Lifelong Ramonan’s death serving higher purpose, says family
By Marta Zarella
The Zick family is well known in Ramona, noted for their dedication to the community and to each other. That commitment to each other was never more tested than in July and August when 54-year-old Anita Zick had the best and worst weeks of her life.
The best week was spent on a much-anticipated trip of a lifetime, a motorcycle ride to Wyoming with the love of her life and partner of three years, Jef Falk. The worst was a mere two weeks later when Anita died in her home, surrounded by her family, assisted by The Elizabeth Hospice.
She suffered from Glioblastoma Multiforme, Stage 4 (GBM), an aggressive and merciless type of malignant brain cancer.
Giving to the community was important to Anita, as it was to her father, the late Gordon Zick, and is to her mother Donna. Her father, Ramona’s pharmacist for many years and a member of Ramona Kiwanis Club, spearheaded “Project Lifesaver,” a program with the Sheriff’s Department that provides a bracelet-type transmitter based on the same technology as LoJack car-theft-deterrent devices. The bracelet helps keep track of small children, special needs individuals and those with Alzheimer’s, who can become disoriented and lost. Though Anita might have benefited from this technology, in her case it was too late.
In the last days of her life, the 8cm kidney shaped tumor was causing excruciating headaches, severe short-term memory loss, vomiting and worsening blindness, her mother said. Her short-term memory was so compromised that she became lost in the home where she had lived since childhood.
Older sister Lisa Zick-Mariteragi, a nurse practitioner in Hawaii, met Anita and Jef in Wyoming, where she was attending a medical conference.
“When I saw Anita, I knew something was not right,” she said.
Lisa described Anita as being happy but uncharacteristically childlike. Though she had never had migraines, Anita said she had suffered a four-day severe migraine-type headache before the trip and had mild headaches along the route and while in Wyoming. Her peripheral vision and short-term memory were significantly impaired, her sister said.
The group visited Grand Tetons National Park in Wyoming. The next day, Lisa asked Anita if she remembered being there. Anita responded with a shrug of the shoulders, a big smile and, “No, but I’m on vacation. I don’t have to remember.”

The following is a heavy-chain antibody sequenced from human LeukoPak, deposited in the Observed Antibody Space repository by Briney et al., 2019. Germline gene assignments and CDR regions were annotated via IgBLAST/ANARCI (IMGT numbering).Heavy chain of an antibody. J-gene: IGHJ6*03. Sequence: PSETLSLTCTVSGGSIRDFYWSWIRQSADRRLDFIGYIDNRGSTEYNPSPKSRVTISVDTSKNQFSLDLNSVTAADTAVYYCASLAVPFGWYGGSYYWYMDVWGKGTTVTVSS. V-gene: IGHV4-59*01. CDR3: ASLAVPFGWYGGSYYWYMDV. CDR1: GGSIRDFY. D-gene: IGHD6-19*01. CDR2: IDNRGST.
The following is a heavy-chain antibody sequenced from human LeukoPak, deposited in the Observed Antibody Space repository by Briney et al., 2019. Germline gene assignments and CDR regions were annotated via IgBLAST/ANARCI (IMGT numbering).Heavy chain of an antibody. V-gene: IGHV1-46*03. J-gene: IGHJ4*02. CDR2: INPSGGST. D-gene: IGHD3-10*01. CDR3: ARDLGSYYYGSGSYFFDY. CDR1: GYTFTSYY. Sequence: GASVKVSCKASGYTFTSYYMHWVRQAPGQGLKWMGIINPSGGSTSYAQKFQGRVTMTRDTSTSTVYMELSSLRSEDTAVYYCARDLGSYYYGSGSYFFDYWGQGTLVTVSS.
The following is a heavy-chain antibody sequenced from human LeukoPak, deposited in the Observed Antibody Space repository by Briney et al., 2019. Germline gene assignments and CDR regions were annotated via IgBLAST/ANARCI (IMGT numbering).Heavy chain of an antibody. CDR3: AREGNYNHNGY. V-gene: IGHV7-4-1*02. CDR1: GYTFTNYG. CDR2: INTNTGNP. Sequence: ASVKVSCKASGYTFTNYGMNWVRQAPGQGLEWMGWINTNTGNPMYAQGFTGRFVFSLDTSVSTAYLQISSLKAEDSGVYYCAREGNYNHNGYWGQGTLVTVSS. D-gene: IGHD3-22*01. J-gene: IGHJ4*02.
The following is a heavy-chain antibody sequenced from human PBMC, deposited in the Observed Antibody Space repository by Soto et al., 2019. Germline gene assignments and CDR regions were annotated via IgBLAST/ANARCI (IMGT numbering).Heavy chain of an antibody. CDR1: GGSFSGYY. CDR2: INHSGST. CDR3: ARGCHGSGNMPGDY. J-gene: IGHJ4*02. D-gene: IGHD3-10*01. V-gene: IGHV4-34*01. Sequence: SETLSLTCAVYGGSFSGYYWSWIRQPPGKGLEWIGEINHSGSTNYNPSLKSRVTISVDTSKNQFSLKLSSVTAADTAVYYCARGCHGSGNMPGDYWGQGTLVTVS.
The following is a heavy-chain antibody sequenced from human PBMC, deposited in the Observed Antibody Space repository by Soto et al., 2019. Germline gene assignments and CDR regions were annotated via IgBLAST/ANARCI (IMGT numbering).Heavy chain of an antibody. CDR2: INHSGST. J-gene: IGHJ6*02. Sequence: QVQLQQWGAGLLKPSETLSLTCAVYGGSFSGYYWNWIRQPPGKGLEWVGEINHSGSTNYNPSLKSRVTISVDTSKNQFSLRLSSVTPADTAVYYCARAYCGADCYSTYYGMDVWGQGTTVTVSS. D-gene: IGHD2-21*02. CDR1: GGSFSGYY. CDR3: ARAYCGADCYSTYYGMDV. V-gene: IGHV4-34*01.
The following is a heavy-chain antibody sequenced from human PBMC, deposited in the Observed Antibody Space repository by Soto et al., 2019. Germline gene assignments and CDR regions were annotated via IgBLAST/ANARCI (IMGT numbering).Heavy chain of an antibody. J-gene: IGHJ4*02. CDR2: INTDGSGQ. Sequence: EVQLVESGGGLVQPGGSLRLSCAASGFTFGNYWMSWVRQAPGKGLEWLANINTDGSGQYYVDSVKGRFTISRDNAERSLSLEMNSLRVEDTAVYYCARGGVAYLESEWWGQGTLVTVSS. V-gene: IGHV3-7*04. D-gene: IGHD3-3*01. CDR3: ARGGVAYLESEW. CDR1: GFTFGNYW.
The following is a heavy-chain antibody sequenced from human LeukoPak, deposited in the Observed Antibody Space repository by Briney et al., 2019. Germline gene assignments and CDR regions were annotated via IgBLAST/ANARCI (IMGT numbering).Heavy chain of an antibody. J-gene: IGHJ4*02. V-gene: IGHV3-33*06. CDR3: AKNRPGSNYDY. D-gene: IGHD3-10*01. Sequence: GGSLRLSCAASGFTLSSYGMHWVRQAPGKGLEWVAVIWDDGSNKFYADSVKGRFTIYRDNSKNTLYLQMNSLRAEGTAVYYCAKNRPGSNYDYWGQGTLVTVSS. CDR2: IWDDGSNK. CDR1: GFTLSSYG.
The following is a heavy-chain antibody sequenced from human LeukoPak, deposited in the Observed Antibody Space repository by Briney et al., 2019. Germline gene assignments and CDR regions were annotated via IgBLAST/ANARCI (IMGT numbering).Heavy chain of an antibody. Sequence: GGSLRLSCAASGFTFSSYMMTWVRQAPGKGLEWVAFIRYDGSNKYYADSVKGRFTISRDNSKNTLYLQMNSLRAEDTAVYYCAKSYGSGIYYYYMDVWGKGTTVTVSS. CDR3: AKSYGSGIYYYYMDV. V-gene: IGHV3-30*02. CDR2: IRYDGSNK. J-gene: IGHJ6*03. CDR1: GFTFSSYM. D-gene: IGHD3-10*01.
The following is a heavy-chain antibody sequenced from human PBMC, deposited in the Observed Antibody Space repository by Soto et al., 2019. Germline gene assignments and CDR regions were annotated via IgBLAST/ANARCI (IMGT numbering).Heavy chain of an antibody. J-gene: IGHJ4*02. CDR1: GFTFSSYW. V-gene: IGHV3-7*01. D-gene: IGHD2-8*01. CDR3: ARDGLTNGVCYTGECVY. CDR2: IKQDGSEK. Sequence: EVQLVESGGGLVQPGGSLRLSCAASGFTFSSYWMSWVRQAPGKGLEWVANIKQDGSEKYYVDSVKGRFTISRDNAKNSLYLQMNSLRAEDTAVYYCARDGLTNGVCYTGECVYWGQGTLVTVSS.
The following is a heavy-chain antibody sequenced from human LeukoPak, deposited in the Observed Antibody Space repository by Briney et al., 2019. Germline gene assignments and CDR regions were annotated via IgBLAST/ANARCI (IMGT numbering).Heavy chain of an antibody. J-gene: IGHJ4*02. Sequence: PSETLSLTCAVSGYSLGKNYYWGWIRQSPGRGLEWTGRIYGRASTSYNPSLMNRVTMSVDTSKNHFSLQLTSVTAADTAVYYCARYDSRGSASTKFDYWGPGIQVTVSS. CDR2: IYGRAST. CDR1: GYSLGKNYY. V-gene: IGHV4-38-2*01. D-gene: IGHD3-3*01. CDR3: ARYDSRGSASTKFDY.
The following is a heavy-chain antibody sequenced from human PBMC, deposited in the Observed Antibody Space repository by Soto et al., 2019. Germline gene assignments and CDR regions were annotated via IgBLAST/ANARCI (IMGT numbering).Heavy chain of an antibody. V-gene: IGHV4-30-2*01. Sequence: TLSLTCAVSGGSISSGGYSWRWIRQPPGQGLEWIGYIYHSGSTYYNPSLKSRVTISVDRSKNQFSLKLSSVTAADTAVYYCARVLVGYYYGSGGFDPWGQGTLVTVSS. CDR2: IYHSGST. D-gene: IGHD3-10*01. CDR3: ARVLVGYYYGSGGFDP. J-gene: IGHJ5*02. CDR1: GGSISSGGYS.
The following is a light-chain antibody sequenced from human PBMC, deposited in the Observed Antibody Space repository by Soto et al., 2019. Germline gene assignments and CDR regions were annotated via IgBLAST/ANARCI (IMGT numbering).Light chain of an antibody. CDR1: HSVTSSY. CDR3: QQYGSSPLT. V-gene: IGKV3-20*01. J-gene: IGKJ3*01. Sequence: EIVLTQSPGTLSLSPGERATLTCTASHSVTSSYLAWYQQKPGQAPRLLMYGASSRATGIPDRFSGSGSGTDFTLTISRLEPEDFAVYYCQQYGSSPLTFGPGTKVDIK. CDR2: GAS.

Lisa suspected something was seriously wrong though Anita remained gleeful and affectionate.
“The trip was long and it was hot” said Jef. “She was a trooper — happy, smiling, hugging me a lot and saying I love you often.”
The temperature during the ride reached 120 degrees, so the couple borrowed an idea from a biker they met at a gas stop and carried 10-pound bags of ice between them.
“She would move the ice bag around, even dribbled cold water on herself to help with the heat,” said Jef. “The day we were to leave Wyoming, Anita woke with a severe headache, so she slept for eight hours while I drove to get the new tire. She awoke refreshed, but unable to find her way to and from the bathroom.”
Jef and Lisa knew they had to get her home. Given her medical training, Lisa did a cursory neurological exam on her sister and contacted the family’s physician, Dr. John Carson, with the details as the couple made the long, hot trip back to Ramona.
Carson arranged for an MRI at Scripps Memorial Hospital. Testing was done on July 30 and on Aug. 3, the biopsy revealed that Anita’s headache was caused by a GBM tumor. These tumors are usually a malignant and rapidly growing type of brain cancer. They usually start in the “glial” cells of the brain that go between and around the brain’s nerve cells, according to Wolters Kluwer Uptodate.com, a website the Zick family used to research and understand Anita’s situation. The prognosis for survival was not good.
Anita remained hospitalized until Aug. 3, when she came home to her family and a medication protocol administered under the guidance of the staff from The Elizabeth Hospice in Escondido. With the ever present smile on her face, Anita told her mother that she wanted to live out the rest of her life as well as she could, knowing that treatment would not prolong or add quality to her life. The family respected her wishes and decided that her death on Aug. 12 would serve a higher purpose, her mother said.
They talked to Jacopo Annese, Ph.D., director of The Brain Observatory, a research group at the University of California San Diego (UCSD). Though his program has suffered funding cuts, Annese agreed to research Anita’s brain, saying, “this donation is a way for Anita to live on and to continue giving back to the community,”
Understanding that researching potential causes of GBM is important, given the aggressive nature of the disease, Donna and the Zick Family Trust paid to preserve Anita’s brain.
Knowing how to avoid it if possible will save lives, they said. The family said donations in memory of Anita Zick may be sent to The Brain Observatory c/o Dr. Jacopo Annese, Ph.D, program director, University of California, San Diego, 3510 Dunhill St., San Diego, CA 92121 or to The Elizabeth Hospice via donate.elizabethhospice.org/form.
“We can make a difference with this,” said Donna “I feel that my job here is not done. Anita will make a difference.”
The family invites the public to a celebration of Anita’s life at Ramona Airport, Chuck Hall Aviation, Gate 2 Hangar F3, 2898 Montecito Road, on Friday, Aug. 23.
Refreshments are planned at 6 p.m. with the celebration of life at 7.
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